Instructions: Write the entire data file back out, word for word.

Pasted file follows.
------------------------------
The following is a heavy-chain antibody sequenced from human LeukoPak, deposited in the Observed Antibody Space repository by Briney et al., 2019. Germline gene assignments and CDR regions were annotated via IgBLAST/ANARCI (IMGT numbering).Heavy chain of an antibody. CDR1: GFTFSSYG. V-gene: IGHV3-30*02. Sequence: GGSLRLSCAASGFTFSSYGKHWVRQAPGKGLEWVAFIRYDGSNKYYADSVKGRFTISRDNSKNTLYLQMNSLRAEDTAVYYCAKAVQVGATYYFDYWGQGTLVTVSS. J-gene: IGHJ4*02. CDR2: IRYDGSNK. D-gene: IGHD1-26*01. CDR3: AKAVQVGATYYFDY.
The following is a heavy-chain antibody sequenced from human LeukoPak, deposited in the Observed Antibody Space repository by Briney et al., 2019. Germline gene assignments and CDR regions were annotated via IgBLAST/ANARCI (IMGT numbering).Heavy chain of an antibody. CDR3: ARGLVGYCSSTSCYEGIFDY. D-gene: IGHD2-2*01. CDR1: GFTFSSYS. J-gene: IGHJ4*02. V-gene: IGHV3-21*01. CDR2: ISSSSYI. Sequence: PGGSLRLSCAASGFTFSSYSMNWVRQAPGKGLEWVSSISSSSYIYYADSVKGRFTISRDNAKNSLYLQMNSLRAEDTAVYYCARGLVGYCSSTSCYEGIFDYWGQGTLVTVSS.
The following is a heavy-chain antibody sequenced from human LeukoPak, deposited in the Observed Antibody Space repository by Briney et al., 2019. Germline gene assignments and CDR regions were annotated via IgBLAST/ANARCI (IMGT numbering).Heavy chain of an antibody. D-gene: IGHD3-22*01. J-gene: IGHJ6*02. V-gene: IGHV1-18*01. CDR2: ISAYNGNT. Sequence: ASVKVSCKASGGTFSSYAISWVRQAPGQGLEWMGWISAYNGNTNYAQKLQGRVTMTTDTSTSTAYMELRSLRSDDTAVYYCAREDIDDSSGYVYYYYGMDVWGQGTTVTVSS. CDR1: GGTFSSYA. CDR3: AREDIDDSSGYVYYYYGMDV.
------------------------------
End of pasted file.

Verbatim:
The following is a heavy-chain antibody sequenced from human LeukoPak, deposited in the Observed Antibody Space repository by Briney et al., 2019. Germline gene assignments and CDR regions were annotated via IgBLAST/ANARCI (IMGT numbering).Heavy chain of an antibody. CDR1: GFTFSSYG. V-gene: IGHV3-30*02. Sequence: GGSLRLSCAASGFTFSSYGKHWVRQAPGKGLEWVAFIRYDGSNKYYADSVKGRFTISRDNSKNTLYLQMNSLRAEDTAVYYCAKAVQVGATYYFDYWGQGTLVTVSS. J-gene: IGHJ4*02. CDR2: IRYDGSNK. D-gene: IGHD1-26*01. CDR3: AKAVQVGATYYFDY.
The following is a heavy-chain antibody sequenced from human LeukoPak, deposited in the Observed Antibody Space repository by Briney et al., 2019. Germline gene assignments and CDR regions were annotated via IgBLAST/ANARCI (IMGT numbering).Heavy chain of an antibody. CDR3: ARGLVGYCSSTSCYEGIFDY. D-gene: IGHD2-2*01. CDR1: GFTFSSYS. J-gene: IGHJ4*02. V-gene: IGHV3-21*01. CDR2: ISSSSYI. Sequence: PGGSLRLSCAASGFTFSSYSMNWVRQAPGKGLEWVSSISSSSYIYYADSVKGRFTISRDNAKNSLYLQMNSLRAEDTAVYYCARGLVGYCSSTSCYEGIFDYWGQGTLVTVSS.
The following is a heavy-chain antibody sequenced from human LeukoPak, deposited in the Observed Antibody Space repository by Briney et al., 2019. Germline gene assignments and CDR regions were annotated via IgBLAST/ANARCI (IMGT numbering).Heavy chain of an antibody. D-gene: IGHD3-22*01. J-gene: IGHJ6*02. V-gene: IGHV1-18*01. CDR2: ISAYNGNT. Sequence: ASVKVSCKASGGTFSSYAISWVRQAPGQGLEWMGWISAYNGNTNYAQKLQGRVTMTTDTSTSTAYMELRSLRSDDTAVYYCAREDIDDSSGYVYYYYGMDVWGQGTTVTVSS. CDR1: GGTFSSYA. CDR3: AREDIDDSSGYVYYYYGMDV.